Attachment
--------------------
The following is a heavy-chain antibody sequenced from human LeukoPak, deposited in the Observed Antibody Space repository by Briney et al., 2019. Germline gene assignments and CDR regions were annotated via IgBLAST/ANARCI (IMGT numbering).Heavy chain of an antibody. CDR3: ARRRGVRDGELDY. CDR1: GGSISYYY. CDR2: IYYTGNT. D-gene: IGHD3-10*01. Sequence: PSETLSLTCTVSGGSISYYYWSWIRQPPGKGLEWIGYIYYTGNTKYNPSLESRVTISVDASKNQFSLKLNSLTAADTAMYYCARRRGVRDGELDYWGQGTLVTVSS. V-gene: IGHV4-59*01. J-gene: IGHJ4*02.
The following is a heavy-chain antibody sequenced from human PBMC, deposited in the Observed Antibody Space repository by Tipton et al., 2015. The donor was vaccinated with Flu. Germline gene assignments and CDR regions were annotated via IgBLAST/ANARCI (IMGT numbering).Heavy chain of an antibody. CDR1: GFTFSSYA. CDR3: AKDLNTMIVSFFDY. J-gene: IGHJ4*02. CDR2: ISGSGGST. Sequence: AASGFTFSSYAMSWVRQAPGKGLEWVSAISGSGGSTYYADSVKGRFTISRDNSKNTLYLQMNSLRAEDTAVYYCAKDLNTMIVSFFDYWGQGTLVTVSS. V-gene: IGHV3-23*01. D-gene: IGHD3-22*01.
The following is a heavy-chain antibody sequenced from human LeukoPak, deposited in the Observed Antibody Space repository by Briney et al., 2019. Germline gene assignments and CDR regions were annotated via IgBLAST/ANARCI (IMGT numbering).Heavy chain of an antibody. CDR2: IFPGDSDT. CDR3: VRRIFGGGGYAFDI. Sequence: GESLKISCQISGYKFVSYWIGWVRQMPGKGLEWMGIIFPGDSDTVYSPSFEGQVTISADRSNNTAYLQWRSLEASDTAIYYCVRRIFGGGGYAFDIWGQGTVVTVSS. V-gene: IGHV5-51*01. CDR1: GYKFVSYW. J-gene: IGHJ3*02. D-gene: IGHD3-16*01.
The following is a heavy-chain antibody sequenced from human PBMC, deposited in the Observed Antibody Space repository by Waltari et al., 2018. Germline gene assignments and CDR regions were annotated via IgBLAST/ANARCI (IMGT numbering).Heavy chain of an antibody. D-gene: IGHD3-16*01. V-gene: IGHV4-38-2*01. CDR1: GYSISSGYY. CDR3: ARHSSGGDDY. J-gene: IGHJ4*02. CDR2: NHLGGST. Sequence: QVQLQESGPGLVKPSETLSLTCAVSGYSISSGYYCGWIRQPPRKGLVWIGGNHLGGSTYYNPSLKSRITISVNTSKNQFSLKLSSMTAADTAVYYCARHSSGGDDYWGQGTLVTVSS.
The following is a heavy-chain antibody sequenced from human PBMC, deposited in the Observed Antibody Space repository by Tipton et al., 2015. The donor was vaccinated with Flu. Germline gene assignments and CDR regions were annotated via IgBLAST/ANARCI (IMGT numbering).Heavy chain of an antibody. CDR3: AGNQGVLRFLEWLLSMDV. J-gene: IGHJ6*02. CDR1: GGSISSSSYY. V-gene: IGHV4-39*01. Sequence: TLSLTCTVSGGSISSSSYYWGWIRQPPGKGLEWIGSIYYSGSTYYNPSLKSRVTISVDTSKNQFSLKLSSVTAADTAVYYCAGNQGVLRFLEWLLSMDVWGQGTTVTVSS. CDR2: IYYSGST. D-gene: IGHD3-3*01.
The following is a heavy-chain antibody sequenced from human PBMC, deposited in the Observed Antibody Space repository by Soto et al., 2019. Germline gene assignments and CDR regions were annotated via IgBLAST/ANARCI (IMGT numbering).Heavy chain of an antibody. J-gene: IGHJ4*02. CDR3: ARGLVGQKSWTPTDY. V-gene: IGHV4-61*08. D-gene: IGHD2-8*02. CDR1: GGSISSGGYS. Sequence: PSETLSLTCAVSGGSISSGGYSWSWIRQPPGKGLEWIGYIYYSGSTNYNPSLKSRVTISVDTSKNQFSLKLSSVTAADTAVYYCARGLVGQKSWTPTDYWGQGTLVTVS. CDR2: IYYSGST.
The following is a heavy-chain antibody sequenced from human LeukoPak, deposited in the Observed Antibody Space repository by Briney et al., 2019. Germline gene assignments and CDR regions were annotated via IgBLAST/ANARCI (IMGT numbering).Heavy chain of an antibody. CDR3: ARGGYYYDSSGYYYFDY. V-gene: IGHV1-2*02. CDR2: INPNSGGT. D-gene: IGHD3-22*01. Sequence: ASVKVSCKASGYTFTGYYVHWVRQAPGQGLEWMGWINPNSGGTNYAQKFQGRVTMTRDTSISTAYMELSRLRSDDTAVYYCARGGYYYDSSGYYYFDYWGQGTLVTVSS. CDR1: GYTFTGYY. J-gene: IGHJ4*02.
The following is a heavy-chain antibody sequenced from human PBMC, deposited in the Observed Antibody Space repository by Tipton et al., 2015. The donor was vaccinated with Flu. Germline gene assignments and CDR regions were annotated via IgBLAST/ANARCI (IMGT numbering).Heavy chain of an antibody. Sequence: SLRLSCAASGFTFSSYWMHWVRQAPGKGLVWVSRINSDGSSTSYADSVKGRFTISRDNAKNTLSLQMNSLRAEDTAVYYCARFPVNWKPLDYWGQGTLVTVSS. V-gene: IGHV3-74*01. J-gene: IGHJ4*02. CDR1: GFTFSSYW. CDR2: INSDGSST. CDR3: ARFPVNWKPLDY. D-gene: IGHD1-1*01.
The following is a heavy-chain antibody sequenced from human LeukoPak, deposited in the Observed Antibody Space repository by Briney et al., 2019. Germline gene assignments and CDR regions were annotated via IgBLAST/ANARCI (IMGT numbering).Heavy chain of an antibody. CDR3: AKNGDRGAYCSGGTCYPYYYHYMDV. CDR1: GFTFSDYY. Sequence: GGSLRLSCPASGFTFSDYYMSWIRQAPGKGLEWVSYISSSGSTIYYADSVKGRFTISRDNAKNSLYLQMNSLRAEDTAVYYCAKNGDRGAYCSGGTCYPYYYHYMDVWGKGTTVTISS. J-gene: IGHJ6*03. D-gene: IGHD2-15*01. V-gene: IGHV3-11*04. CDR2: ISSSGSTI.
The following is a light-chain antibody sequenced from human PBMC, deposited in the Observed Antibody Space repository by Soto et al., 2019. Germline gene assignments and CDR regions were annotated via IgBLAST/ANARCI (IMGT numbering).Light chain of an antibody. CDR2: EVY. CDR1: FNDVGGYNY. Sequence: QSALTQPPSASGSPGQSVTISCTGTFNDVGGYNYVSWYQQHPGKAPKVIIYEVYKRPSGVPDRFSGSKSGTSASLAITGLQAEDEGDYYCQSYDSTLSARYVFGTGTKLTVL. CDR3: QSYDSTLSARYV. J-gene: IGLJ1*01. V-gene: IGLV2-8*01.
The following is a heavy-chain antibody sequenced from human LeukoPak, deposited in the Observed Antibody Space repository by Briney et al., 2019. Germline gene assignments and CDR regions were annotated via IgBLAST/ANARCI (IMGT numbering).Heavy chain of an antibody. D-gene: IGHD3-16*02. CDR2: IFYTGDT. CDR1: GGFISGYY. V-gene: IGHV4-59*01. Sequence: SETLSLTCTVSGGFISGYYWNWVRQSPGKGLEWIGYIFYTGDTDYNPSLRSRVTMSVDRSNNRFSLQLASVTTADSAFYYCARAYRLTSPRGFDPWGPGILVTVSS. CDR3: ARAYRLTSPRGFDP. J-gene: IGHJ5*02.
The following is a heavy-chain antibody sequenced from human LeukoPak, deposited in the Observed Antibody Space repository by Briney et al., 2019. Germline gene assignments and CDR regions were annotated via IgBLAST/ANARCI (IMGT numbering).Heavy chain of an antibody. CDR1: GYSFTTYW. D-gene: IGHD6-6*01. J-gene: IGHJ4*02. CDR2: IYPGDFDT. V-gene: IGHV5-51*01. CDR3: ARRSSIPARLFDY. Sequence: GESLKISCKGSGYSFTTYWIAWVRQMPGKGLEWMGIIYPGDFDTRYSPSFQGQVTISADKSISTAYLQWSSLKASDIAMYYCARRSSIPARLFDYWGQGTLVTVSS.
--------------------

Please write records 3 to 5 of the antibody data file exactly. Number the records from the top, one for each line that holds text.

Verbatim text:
The following is a heavy-chain antibody sequenced from human LeukoPak, deposited in the Observed Antibody Space repository by Briney et al., 2019. Germline gene assignments and CDR regions were annotated via IgBLAST/ANARCI (IMGT numbering).Heavy chain of an antibody. CDR2: IFPGDSDT. CDR3: VRRIFGGGGYAFDI. Sequence: GESLKISCQISGYKFVSYWIGWVRQMPGKGLEWMGIIFPGDSDTVYSPSFEGQVTISADRSNNTAYLQWRSLEASDTAIYYCVRRIFGGGGYAFDIWGQGTVVTVSS. V-gene: IGHV5-51*01. CDR1: GYKFVSYW. J-gene: IGHJ3*02. D-gene: IGHD3-16*01.
The following is a heavy-chain antibody sequenced from human PBMC, deposited in the Observed Antibody Space repository by Waltari et al., 2018. Germline gene assignments and CDR regions were annotated via IgBLAST/ANARCI (IMGT numbering).Heavy chain of an antibody. D-gene: IGHD3-16*01. V-gene: IGHV4-38-2*01. CDR1: GYSISSGYY. CDR3: ARHSSGGDDY. J-gene: IGHJ4*02. CDR2: NHLGGST. Sequence: QVQLQESGPGLVKPSETLSLTCAVSGYSISSGYYCGWIRQPPRKGLVWIGGNHLGGSTYYNPSLKSRITISVNTSKNQFSLKLSSMTAADTAVYYCARHSSGGDDYWGQGTLVTVSS.
The following is a heavy-chain antibody sequenced from human PBMC, deposited in the Observed Antibody Space repository by Tipton et al., 2015. The donor was vaccinated with Flu. Germline gene assignments and CDR regions were annotated via IgBLAST/ANARCI (IMGT numbering).Heavy chain of an antibody. CDR3: AGNQGVLRFLEWLLSMDV. J-gene: IGHJ6*02. CDR1: GGSISSSSYY. V-gene: IGHV4-39*01. Sequence: TLSLTCTVSGGSISSSSYYWGWIRQPPGKGLEWIGSIYYSGSTYYNPSLKSRVTISVDTSKNQFSLKLSSVTAADTAVYYCAGNQGVLRFLEWLLSMDVWGQGTTVTVSS. CDR2: IYYSGST. D-gene: IGHD3-3*01.